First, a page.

Separate Property: Any property that was acquired prior to the marriage or after your separation will be considered separate, and therefore only belonging to the person who acquired it. Inheritance--whether received before or during the marriage--and gifts to you alone (and not your spouse) are also considered separate property. These things will not be divided with your spouse during your divorce or dissolution.

Let's Take the First Step

Our team strives to provide focused and driven action in order to give your case the focus that it deserves. We are proud to offer each potential client a free consultation. Contact the Law Offices of Paul P. Cheng & Associates today to find out how we can help you achieve the resolution you need.

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FAQs

  • What are the grounds for divorce in California? What if my spouse cheated on me?

    To file for a divorce either you or your spouse must have lived in California for six months and in your specific county for three months before filing a petition to dissolve your marriage. In California, there are only two grounds for divorce:

    • Irreconcilable differences (which means that the issues in the marriage cannot be resolved).
    • Incurable insanity (Divorce on these grounds requires medical proof that one spouse was insane at the time that the divorce was filed. The insane spouse's condition must also be "incurable.")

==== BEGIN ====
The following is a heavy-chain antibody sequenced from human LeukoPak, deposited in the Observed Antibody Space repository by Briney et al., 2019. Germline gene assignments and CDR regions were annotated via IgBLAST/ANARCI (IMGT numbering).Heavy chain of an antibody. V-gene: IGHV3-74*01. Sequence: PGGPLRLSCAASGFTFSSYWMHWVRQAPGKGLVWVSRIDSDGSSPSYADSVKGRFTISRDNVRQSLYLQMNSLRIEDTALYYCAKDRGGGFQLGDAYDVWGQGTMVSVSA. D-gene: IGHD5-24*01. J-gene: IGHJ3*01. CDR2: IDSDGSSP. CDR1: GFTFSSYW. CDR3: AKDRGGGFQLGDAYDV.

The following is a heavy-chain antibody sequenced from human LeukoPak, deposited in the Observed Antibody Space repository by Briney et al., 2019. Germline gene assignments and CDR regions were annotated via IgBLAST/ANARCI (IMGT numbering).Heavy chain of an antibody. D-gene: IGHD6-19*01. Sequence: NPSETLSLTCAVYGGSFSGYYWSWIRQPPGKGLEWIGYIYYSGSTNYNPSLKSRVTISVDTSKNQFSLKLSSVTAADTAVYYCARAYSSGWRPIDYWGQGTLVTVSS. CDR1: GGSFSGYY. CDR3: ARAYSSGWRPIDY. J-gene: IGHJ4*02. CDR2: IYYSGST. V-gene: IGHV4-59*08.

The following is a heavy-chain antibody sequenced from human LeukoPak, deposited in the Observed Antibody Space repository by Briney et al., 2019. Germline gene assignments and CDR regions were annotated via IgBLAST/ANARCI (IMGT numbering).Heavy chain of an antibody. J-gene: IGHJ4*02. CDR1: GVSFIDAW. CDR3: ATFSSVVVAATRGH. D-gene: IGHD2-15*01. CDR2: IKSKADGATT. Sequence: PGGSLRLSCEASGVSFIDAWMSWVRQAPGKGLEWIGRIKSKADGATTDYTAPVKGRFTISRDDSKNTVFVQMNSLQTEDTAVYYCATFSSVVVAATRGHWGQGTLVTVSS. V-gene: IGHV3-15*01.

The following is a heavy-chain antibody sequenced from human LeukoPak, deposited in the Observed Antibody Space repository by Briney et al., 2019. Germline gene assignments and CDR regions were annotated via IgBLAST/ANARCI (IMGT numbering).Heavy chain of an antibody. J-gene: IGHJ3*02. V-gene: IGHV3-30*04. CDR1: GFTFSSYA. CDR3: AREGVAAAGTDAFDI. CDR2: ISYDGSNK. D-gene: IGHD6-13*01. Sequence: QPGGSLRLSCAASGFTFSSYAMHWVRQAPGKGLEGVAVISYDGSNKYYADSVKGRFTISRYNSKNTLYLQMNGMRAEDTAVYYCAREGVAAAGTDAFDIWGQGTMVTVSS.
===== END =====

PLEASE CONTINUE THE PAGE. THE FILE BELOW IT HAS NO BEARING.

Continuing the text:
Cheating and being a bad parent are not specific categories for divorce but would fall under the irreconcilable differences category.

  • I have not lived in California for six months. Is there an alternative to divorce?
    Yes, there is an alternative. You can pursue a legal separation without having lived in California for six months or your county for three months prior to filing. A couple who becomes legally separated is still legally married to each other, but the court can still make decisions about property division, child custody and support, and spousal support (alimony). Many couples that have not lived in California for six months or in the county for three months, will file for legal separation, and then when either party has lived in California for six months file for dissolution.
  • What happens to our property after I file for divorce?

    In California, most property will be considered either "community" or "separate." Community property: All property, real or personal, in or out of the state, that either you or your spouse acquired through labor or skill during the marriage is community property. You and your spouse may have more community property than you realize. For example, you may have an interest in pension and profit-sharing benefits, stock options, and other retirement benefits. Each spouse owns one-half of all community property. Even if one spouse worked away from home during the marriage or even if the property is only in one spouse's name, the property will be considered "community."

    Separate Property: Any property that was acquired prior to the marriage or after your separation will be considered separate, and therefore only belonging to the person who acquired it. Inheritance--whether received before or during the marriage--and gifts to you alone (and not your spouse) are also considered separate property. These things will not be divided with your spouse during your divorce or dissolution.